Two female suicide bombers have blown themselves up at a rock festival just outside Moscow, killing at least 15 people and injuring more than 50.
The bombs were detonated some way away from the main crowd
Interior Minister Boris Gryzlov blamed the attacks on Chechen separatists, saying a Chechen passport had been found on one of the bombers.
But a Chechen spokesman, Salambek Maigov, told a Russian radio station that the leadership of his homeland was not involved.
The all-day festival featuring many of Russia's most popular bands at the Tushino airfield in north-western Moscow was packed with a crowd of about 40,000 people, many of them youngsters, when the bombs went off.
At first I thought it was a giant firecracker, then I realised it was an explosion
Several Moscow clinics are being kept busy overnight treating patients with shrapnel wounds and severe burns, some of whom are in critical condition.
Medics have warned that the death toll could rise further.
Packed with nails
The airfield was hosting the "Krylya" (Wings) festival - a popular summer event for young music fans in Moscow.
The first blast happened as people queued near the concert entrance at 1439 local time (1039 GMT) on Saturday.
A woman detonated an explosives belt near an admissions booth when police tried to stop her entering.
Police say she was killed outright along with one other person and that many others were injured. Although the authorities say that it could have been much worse since the bomb belt failed to explode properly.
History of Chechen attacks
5 June 2002 - 18 people killed in suicide bomb attack on Russian air force bus
14 May 2003 - 16 people killed in suicide bomb attack at religious festival in Chechen town Iliskhan-Yurt
12 May 2003 - 61 people killed in suicide truck bomb attack on government complex in Chechen town of Znamenskoye
27 December 2002 - 80 killed as suicide bombers drive vehicles packed with explosives into government building in Grozny
23-26 October 2002 - 129 hostages and 41 Chechen guerrillas killed in Moscow theatre siege
19 August 2002 - 118 Russian soldiers killed as Chechen rebels shoot down a transport helicopter
Fifteen minutes later there was a second, more powerful explosion as another female bomber blew herself up just metres from the main entrance.
The BBC's correspondent in Moscow Sarah Rainsford said that most of the victims were killed in the second blast. One witness said that after the first blast police told spectators to leave by the other gate - where the second bomb went off.
Both bombs had been stuffed with screws and nails, intended to cause maximum damage.
"At first I thought it was a giant firecracker, then I realised it was an explosion," eyewitness Vadim Trushkin told the Associated Press news agency.
Mobile calls blocked
Rescue teams were flown in by helicopter and the wounded taken to nearby hospitals.
But the police say the devastation could have been far worse, had vigilant officers not stopped the women at the gate.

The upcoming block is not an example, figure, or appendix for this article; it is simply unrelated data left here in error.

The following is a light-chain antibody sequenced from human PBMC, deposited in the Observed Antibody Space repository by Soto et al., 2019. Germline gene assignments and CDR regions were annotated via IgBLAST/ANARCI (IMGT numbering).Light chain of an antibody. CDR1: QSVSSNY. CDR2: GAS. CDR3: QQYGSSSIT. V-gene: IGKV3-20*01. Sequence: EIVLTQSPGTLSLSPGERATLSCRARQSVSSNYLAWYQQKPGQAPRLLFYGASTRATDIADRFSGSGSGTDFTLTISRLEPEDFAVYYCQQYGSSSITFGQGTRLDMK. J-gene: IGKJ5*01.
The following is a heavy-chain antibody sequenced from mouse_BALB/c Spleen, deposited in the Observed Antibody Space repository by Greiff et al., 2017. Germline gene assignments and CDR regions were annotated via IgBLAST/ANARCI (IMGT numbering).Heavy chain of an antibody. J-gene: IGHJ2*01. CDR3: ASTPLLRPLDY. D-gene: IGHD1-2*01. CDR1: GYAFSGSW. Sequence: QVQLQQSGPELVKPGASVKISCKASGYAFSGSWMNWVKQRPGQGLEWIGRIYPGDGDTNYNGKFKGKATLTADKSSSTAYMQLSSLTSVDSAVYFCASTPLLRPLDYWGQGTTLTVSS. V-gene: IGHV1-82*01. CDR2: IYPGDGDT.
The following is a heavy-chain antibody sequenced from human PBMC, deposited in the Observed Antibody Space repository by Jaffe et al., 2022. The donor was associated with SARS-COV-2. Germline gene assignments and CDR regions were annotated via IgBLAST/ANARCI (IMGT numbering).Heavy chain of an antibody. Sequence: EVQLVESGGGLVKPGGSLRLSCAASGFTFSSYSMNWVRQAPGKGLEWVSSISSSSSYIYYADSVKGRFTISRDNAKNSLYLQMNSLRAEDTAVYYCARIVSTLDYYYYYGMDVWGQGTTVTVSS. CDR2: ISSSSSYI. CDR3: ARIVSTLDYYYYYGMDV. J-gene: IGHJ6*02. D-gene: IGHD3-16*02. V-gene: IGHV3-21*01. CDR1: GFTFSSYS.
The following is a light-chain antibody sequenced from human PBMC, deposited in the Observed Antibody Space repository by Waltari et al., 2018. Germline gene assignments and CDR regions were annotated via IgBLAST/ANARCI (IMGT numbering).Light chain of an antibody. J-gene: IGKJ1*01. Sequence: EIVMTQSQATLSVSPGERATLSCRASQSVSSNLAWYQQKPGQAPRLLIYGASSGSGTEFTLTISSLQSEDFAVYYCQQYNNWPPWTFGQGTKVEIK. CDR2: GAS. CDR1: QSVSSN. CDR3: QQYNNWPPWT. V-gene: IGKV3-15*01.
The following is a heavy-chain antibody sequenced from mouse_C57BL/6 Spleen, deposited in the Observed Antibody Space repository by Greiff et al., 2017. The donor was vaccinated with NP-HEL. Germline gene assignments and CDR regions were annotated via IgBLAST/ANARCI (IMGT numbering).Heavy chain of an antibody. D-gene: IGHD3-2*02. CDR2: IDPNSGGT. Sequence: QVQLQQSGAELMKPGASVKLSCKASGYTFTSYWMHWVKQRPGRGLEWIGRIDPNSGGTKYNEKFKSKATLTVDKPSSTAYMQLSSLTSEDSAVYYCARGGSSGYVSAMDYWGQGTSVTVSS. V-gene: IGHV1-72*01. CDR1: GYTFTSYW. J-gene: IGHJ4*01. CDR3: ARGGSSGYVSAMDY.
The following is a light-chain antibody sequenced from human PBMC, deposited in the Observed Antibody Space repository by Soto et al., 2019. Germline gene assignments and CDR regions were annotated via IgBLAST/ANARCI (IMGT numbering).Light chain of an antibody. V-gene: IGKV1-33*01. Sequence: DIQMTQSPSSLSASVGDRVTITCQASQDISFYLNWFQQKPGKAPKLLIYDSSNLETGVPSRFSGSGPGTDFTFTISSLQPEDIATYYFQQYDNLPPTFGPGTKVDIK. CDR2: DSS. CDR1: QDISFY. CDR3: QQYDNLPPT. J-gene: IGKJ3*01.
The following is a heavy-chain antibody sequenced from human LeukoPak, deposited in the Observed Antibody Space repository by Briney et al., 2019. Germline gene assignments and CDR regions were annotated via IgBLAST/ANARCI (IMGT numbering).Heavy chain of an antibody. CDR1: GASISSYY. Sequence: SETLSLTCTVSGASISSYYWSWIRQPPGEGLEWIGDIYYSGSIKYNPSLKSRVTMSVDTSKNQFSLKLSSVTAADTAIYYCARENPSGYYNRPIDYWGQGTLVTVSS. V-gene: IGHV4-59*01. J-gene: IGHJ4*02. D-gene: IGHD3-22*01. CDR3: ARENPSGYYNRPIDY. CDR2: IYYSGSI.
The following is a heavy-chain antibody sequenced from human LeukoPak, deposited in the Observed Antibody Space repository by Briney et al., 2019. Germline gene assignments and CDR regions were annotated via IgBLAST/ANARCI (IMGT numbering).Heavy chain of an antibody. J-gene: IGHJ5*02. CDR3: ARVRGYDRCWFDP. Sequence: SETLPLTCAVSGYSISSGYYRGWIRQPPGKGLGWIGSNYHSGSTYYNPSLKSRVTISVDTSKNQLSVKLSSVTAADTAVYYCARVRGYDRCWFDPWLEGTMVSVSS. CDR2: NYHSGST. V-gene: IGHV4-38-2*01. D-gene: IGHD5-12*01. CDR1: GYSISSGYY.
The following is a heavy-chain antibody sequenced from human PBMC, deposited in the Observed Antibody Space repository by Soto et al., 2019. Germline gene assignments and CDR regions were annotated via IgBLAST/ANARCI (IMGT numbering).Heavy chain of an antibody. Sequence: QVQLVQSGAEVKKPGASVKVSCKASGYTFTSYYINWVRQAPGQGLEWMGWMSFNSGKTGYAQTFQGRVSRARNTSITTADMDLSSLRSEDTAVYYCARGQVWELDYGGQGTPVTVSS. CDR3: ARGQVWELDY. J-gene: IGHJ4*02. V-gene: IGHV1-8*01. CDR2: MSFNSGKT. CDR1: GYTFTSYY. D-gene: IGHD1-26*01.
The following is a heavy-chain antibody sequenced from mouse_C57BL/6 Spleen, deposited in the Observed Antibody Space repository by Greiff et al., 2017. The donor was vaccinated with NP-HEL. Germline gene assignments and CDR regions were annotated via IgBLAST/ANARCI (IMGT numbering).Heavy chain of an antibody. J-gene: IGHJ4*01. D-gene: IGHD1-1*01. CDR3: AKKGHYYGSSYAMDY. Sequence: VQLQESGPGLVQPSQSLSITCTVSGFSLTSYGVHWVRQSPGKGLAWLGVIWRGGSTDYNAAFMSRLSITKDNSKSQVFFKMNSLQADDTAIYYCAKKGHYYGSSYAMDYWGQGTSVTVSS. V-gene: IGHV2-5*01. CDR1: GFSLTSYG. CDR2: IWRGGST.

The concert continued with many unaware the attack had taken place
Our correspondent said that as panic reigned on the streets outside, many festival-goers inside the air base remained unaware of events.
The organisers decreed that to avoid a panic stampede the show must go on and did not make any announcement about the incident, allowing the performances to proceed.
The BBC's Nikolai Gorshkov in Moscow said that the authorities blocked all mobile telephone calls to the area to allow the audience to enjoy the rest of the concert oblivious of the carnage.
Then slowly, but surely the concert goers were evacuated onto waiting coaches.
Our correspondent Sarah Rainsford says no one had yet claimed responsibility for this attack but connection with Chechnya would be high on people's minds.
There have been heightened fears of attacks by Chechen militants since the hostage siege at a Moscow theatre last year.
That resulted in the death of 129 hostages and 41 guerrillas, who had included women armed with explosive belts, after Russian special forces used noxious gas to disable the hostage-takers.
Russian President Vladimir Putin has been informed of the incident.
On Friday, Mr Putin ordered a local presidential election to be held in Chechnya on 5 October.
"I presume that this inhumane situation, this terrorist act, is linked with the staging of this event," Mr Gryzlov said.
However, the BBC's Russian affairs analyst Stephen Dalziel says there is unlikely to be a direct link, given that an attack of this nature would need considerable planning.
The BBC's Nikolai Gorshkov says President Vladimir Putin had vowed that such attacks acts by what he called a small hard core group of fighters would not throw him off course.
But our correspondent says that some politicians say unless the Kremlin starts talks with the rebels and prosecutes those responsible for human rights abuses in Chechnya, Moscow and other Russian cities would never be safe.